Pips-Out: A rubber surface with many small pimples pointing outwards.
Push: An underspin or backspin shot played over the table.
Racket: The paddle used to strike the ball.
Rally: The timespan during which the ball is in play.
Rating: A way to assess the capabilities of players.
Receiver: The player whose turn it is to strike the ball.
Serve: The first shot that begins the game.
Sidespin: Revolving motion of the ball in which it revolves sideways towards left or right.
Smash: An attacking shot in which the ball is imparted with immense speed.
Spin: The revolving motion of the ball.
Stroke: The movement of a racket to strike the ball.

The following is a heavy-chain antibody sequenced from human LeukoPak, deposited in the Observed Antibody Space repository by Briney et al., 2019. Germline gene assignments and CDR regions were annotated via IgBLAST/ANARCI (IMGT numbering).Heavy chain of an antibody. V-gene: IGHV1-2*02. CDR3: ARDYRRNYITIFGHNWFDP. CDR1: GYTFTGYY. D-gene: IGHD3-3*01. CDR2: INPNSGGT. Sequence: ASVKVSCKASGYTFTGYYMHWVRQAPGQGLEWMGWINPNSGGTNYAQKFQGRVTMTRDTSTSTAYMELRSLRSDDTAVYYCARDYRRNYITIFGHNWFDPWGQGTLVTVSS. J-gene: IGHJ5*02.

Topspin: A spin type in which the ball curves down onto the table
Twirl or Twiddle: The act of turning your racket in your hand, often done to confuse opponents.
Umpire: The official delegated to keep score and enforce the rules of the game.
Ping Ping Frequently Asked Questions (FAQs)
What is Rally in Ping Pong?
Rally is the time period for which the ball is in play.
What is Lob in Ping Pong?
Lob is a defensive play in which the player launches the ball very high up in the air.
What is the Correct Term for Ping Pong?
Ping Pong is more commonly known as table tennis in other countries. The game also goes by the name whiff-whaff.
What Came First: Tennis or Ping Pong?
Tennis is slightly older than Ping Pong.
Going through the ping pong terminologies, we hope that you now have a much better understanding of the game.
However, it is important to remember that the best way to get the hang of these terminologies is to play the game instead of trying to memorize them.